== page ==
During prolonged wet, warm periods in spring and summer (April through early June) and again in late August and September, the fungus becomes particularly infectious. Phomopsis twig blight to juniper is found in most of the United States–from the Pacific Northwest, throughout the Great Plains from South Dakota to Texas, and eastward through the entire Midwest to the East Coast–as well as in Canada, however, it is not common on plants growing in the wild.
on image for larger version
Figure 2. Phomopsis juniperovora,
the cause of Phomopsis blight
of junipers - seen under microscope.
(drawing L. Gray).
Yellow spots at the shoot tips of young needles are the first symptoms to appear, although older needles may also show the spotting. As the infection progresses from the needles into the stems, a gradual dieback of the new shoot growth occurs changing from light yellow to red brown to ash gray, eventually killing the entire branch.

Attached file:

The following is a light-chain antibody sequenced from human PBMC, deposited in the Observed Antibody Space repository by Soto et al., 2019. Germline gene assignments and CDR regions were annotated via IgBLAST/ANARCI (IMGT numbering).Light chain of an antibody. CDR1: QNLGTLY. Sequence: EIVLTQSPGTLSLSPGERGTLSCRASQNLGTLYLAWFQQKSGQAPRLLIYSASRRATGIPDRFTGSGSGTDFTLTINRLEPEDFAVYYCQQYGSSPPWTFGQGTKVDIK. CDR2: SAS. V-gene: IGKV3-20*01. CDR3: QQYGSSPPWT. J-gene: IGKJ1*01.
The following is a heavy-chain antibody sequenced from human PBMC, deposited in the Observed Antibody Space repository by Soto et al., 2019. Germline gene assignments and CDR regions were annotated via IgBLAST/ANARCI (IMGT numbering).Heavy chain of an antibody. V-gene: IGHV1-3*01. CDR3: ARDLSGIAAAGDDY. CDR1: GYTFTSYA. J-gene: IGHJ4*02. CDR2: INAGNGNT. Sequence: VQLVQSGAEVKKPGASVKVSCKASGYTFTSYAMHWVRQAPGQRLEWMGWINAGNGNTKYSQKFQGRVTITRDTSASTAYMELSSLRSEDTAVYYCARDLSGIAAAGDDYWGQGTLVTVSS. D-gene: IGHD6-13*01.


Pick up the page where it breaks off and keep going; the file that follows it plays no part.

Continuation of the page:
Lesions occur on the stems and frequently develop into cankers at the junction of healthy and diseased tissues. Small stems (less than 1/3 inch in diameter) are usually girdled by these cankers, causing the stem tissue beyond the cankers to die. Older branches (more than 1/3 inch in diameter) are more resistant to infection, and cankers that form on them usually heal. In advanced stages of infection, small black spots (the fungus fruiting bodies or pycnidia) can be seen with the unaided eye or with a magnifying glass on the dried, ash gray parts of stems and needles (Figure 1). The central part of a plant is often more affected than its outer portion, with the new growth showing almost continuous infection. Under certain conditions favorable for fungal development, the entire shrub or tree (especially a young plant) may be affected, and all its needles and stems will die and turn brown.